Bad Suns

Bad Suns

Bad Suns

with Halsey

CFE Arena – Orlando, FL • 7.6.16

It was a bona-fide mob scene. By 5:30pm, the line for tonight’s show already was wrapped around Orlando’s 10,000-seat CFE Arena – hundreds (and hundreds) of beautiful-looking, primarily teenage enthusiasts, all dressed to impressed. And while most of these early birds had likely plunked-down their hard-earned “Washingtons” to see the evening’s dubious, computer-generated pop headliner, many others braved the near-100 degree swelter in hopes of securing a prime General Admission perch from which to take in the more established, rock opener.

“Ladies and gentlemen – we are Bad Suns,” frontman/guitarist Christo Bowman announced humbly as his LA-based combo took the stage at 8pm – amid a thunderous roar from the estimated 4,500 fans.

Christopher Long

Taking somewhat of a proactive approach to promotion, Bad Suns embarked on the current national summer concert tour, a full two months prior to the release of their long-awaited sophomore record, Disappear Here. And immediately upon breaking into their opening tune, the title track from their latest offering, the band had young girls dancing in the aisles, and singing throughout the venue – an honest and pure display of approval that would hardly subside at any time during the 35-minute performance.

In stark contrast to the headliner’s retina-searing, hi-tech production, Bad Suns played it straight. Bathed in simple blue light, the band offered little banter – relying merely on their arsenal of well-crafted and crunchy, hook-laden songs as the sole means of wowing the masses. In fact, Bowman even ended each tune with a cordial bow.

Christopher Long

Although the Bad Suns’ guitar-driven, high-energy set reflected primarily tried and true fan favorites from their 2014 debut album, Language & Perspective – selections that included “We Move Like the Ocean,” “Transpose,” “Pretend” and the duper-popular, “Cardiac Arrest,” the faithful flock was apprised of the band’s soon-to-be-released record. “We thought we’d do some new music tonight,” Bowman announced, as he led his crew into one of their latest – the well-received, “Heartbreaker.”

A clear reference to the recent rash of global terrorist shootings, bombings and murders, Bowman encouraged all to, “Stick together and take care of each other,” as he relinquished his guitar and then immediately engaged fans in a one-on-one exchange from behind the security barricade during a rousing version of “Rearview.”

In sum, Bad Suns truly delivered the goods. They looked great, sounded great and performed masterfully. And their new songs were, in a word – superb. As for the show-closing tune, “Salt” – a well-played choice, indeed. And the crowd goes wild!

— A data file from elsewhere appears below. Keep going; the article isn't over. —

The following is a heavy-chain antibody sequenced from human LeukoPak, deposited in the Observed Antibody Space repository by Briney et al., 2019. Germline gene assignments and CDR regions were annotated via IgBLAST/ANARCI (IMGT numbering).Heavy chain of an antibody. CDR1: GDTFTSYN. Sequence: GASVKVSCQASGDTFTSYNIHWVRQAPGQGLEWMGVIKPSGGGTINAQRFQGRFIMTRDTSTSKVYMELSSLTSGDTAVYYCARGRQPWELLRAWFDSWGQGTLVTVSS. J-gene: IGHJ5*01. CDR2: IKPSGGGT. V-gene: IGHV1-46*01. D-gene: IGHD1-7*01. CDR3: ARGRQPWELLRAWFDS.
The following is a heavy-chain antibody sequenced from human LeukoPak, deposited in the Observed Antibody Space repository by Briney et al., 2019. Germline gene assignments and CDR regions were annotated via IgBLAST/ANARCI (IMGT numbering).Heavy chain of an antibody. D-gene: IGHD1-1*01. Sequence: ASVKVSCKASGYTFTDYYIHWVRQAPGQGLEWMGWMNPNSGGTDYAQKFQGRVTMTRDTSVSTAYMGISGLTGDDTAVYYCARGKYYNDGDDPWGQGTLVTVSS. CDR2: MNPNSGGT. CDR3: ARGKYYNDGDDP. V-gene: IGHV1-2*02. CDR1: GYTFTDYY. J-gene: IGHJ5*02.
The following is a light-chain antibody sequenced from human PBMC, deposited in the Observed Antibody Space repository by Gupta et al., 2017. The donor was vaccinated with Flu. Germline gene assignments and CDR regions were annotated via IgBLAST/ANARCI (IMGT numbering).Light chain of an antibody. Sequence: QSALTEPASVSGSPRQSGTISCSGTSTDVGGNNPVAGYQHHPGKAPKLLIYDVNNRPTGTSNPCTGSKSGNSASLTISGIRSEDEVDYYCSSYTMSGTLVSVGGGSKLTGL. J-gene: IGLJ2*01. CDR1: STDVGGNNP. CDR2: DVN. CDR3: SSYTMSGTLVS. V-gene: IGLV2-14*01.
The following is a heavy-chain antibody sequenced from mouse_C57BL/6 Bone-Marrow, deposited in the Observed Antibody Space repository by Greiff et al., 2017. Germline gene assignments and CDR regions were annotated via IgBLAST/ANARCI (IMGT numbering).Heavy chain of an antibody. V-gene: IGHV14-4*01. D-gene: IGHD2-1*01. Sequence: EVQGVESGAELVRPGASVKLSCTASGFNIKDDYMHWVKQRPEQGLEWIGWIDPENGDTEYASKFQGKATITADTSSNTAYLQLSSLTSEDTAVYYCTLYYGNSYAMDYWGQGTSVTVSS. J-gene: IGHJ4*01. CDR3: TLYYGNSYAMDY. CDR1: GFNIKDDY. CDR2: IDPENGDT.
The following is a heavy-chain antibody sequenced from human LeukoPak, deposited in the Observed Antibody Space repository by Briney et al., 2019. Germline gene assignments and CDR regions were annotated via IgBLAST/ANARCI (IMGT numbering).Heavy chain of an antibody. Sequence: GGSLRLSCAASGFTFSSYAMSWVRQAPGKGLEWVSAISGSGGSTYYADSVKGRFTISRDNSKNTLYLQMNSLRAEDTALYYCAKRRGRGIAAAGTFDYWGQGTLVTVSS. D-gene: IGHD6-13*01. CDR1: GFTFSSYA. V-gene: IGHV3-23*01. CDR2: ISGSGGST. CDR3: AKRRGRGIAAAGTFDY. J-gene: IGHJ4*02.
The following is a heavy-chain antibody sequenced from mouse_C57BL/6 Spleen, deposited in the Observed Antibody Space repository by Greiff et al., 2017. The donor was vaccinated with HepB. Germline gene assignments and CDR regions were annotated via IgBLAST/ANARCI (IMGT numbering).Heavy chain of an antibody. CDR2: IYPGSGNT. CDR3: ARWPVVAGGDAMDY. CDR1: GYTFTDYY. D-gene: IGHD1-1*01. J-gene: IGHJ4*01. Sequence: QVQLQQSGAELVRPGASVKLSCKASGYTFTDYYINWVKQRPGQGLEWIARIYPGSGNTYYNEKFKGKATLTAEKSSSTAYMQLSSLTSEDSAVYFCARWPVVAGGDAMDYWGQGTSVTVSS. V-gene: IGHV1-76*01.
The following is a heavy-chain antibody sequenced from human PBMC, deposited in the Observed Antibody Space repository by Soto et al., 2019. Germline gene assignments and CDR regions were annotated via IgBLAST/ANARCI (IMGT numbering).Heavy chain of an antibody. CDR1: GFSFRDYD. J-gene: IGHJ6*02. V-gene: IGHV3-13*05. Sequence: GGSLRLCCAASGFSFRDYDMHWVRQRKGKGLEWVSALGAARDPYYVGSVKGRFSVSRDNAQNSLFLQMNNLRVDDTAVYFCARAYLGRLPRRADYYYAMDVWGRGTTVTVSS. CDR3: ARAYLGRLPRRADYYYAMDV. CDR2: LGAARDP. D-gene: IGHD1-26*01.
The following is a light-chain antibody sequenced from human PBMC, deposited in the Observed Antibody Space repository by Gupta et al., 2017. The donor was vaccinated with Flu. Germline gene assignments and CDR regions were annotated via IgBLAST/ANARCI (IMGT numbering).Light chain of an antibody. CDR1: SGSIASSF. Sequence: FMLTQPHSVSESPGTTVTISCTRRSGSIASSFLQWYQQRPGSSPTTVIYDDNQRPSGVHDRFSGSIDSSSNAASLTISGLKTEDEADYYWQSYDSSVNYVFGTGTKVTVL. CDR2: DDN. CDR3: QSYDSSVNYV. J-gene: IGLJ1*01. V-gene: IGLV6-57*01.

Bad Suns: BadSuns.com www.vagrant.com

Leave a Comment

Your email address will not be published. Required fields are marked with *

Cancel reply

Recently on Ink 19...

  • Preservation Hall Jazz Band
    Preservation Hall Jazz Band

    So It Is (Legacy). Review by Bob Pomeroy.

  • From Montenegro to Moldova: The Best of SEEFest 2017
    From Montenegro to Moldova: The Best of SEEFest 2017

    For the twelfth year, the South East European Film Festival (SEEfest) in Los Angeles showcased an impressive lineup of new features and shorts. Lily and Generoso Fierro provide a festival wrap up and their picks for the films that you cannot miss.

  • Justin Townes Earle
    Justin Townes Earle

    Kids In The Street (New West Records). Review by James Mann.

  • Christian Scott
    Christian Scott

    Rebel Ruler (Ropeadope / Stretch Music). Review by Bob Pomeroy.

  • Temples
    Temples

    Supporting their just-released sophomore record, UK synth-pop poster boys, Temples, attracted an SRO crowd to one of Orlando’s premier nightspots.

  • Kivanç Sezer
    Kivanç Sezer

    Turkish director Kivanç Sezer’s powerful debut feature, My Father’s Wings, puts the spotlight on the workplace safety crisis that is currently taking place in his homeland. Lily and Generoso Fierro spoke with Sezer at SEEFest 2017 about his film and his need to draw attention to this issue.

  • Rat Film
    Rat Film

    Baltimore. Rats. A match made in Maryland.

  • Bishop Briggs
    Bishop Briggs

    Bishop Briggs brings a stacked bill of up and comers to Orlando for a sold-out party at The Social. Jen Cray joins in the fun.

  • Rumble: The Indians Who Rocked The World
    Rumble: The Indians Who Rocked The World

    There’s more than black music influencing the evolution of Rock and Roll. Native American rhymes and ideas are every bit as significant, once you know to look for them.

  • Keith Morris
    Keith Morris

    Ink 19 slings a few questions to the punk rock pioneer Keith Morris on Trump, Calexit and looking back.

From the Archives